Poems for Memorization
Fall 2008
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(Click on US for a reading of the poem in American English, or on RP for a reading in standard British English)


1. Limericks
2. Is There Any Reward? Hilaire Belloc

I Never Hear The Word "Escape" Emily Dickinson
A Prayer Sara Teasdale

5. Longing  Matthew Arnold
6. I abide and abide and better abide Sir Thomas Wyatt
7. Love and Jealousy William Walsh

8. It's Ours Charles Bukowski

(a)   US      RP

A fractious old person named Laurel,
Whose temper disposed him to quarrel,
Was most impolite
When he knew he was right
And his language when wrong was immoral.


by Richard C. Long   US     RP

There was a young man who sent e-mails,
To various dubious females,
When asked what they said,
He just shook his head;
I'd rather not go into details.

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2. Is There Any Reward?  US    RP   
Hilaire Belloc  French-English (1870-1953)

Is there any reward?
I'm beginning to doubt it.
I am broken and bored,
Is there any reward
Reassure me, Good Lord,
And inform me about it.
Is there any reward?
I'm beginning to doubt it.

3. I Never Hear The Word "Escape"    US    RP
Emily Dickinson  American (1830-1886)

I never hear the word ˇ§escapeˇ¨
Without a quicker blood,
A sudden expectation,
A flying attitude.

I never hear of prisons broad
By soldiers battered down,
But I tug childish at my bars, ˇX
Only to fail again!

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4. A Prayer    US     RP
Sara Teasdale  
American (1884-1933)

Until I lose my soul and lie
Blind to the beauty of the earth,
Deaf though shouting wind goes by,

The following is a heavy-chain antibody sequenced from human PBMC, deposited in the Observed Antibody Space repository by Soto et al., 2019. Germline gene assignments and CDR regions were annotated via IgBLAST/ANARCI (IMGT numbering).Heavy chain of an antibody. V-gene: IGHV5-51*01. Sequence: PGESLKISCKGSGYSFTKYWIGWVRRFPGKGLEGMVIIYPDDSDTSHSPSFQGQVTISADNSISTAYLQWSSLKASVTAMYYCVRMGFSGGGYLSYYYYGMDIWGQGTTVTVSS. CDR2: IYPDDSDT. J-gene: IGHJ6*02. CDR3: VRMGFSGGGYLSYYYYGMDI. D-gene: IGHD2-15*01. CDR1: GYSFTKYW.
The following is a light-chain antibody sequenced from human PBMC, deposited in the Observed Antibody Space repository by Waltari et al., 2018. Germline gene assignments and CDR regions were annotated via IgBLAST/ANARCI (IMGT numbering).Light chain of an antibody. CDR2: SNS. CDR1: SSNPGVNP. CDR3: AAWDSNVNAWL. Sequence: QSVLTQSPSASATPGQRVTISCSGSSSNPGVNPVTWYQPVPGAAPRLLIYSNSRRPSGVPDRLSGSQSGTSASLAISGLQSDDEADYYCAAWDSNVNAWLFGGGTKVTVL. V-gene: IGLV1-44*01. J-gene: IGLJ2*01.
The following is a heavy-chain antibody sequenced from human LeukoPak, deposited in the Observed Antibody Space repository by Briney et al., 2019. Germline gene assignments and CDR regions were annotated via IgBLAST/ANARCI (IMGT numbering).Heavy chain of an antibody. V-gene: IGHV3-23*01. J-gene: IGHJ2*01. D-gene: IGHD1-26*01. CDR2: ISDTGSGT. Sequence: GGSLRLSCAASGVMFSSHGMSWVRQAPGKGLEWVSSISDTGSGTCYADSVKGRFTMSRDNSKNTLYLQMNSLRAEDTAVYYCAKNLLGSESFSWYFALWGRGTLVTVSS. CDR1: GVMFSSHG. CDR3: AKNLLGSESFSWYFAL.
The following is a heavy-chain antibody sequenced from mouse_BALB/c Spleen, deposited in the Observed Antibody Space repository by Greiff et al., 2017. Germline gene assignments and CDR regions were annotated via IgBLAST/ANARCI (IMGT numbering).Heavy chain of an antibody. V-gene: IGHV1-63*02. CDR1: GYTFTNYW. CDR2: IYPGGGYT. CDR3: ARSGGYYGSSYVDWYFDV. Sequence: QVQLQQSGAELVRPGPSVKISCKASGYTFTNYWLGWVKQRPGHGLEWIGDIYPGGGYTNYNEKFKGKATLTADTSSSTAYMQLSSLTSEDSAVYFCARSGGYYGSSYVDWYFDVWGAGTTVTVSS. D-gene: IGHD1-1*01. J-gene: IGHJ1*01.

Dumb in a storm of mirth;

Until my heart is quenched at length
And I have left the land of men,
Oh, let me love with all my strength
Careless if I am loved again.


5. Longing     US     RP
Matthew Arnold  English (1822-1888)

Come to me in my dreams, and then
By day I shall be well again!
For so the night will more than pay
The hopeless longing of the day.

Come, as thou camˇ¦st a thousand times,
A messenger from radiant climes,
And smile on thy new world, and be
As kind to others as to me!

Or, as thou never camˇ¦st in sooth,
Come now, and let me dream it truth,
And part my hair, and kiss my brow,
And say, My love, why sufferest thou?

Come to me in my dreams, and then
By day I shall be well again!
For so the night will more than pay
The hopeless longing of the day.

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6. I abide and abide and better abide     US      RP
Sir Thomas Wyatt  English (1503-1542)


I abide and abide and better abide
(and after the old proverb) the happy day;
And ever my lady to me doth say
'Let me alone and I will provide'.
I abide and abide and tarry the tide,
And with abiding speed well ye may!
Thus do I abide I wot alway
Not her obtaining nor yet denied.
Aye me! this long abiding
Seemeth to me as who sayeth
A prolonging of a dying death
Or a refusing of a desired thing.
Much were it better for to be plain
Than to say 'abide' and yet not obtain.

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7. Love and Jealousy      US     RP
William Walsh  
English (1663-1708)

How much are they deceived who vainly strive,
By jealous fears, to keep our flames alive?
Love's like a torch, which if secured from blasts,
Will faintlier burn; but then it longer lasts.
Exposed to storms of jealousy and doubt,
The blaze grows greater, but 'tis sooner out.

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8. It's Ours       US      RP
Charles Bukowski  German-American

       there is always that space there
just before they get to us
that space
that fine relaxer
the breather
while say
flopping on a bed
thinking of nothing
or say
pouring a glass of water from the
while entranced by

gentle pure

it's worth

centuries of


just to scratch your neck
while looking out the window at
a bare branch

that space
before they get to us
when they do
they won't
get it all


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Readings in General American by Karen Chung;
readings in standard British English (RP) by Colin R. Whiteley.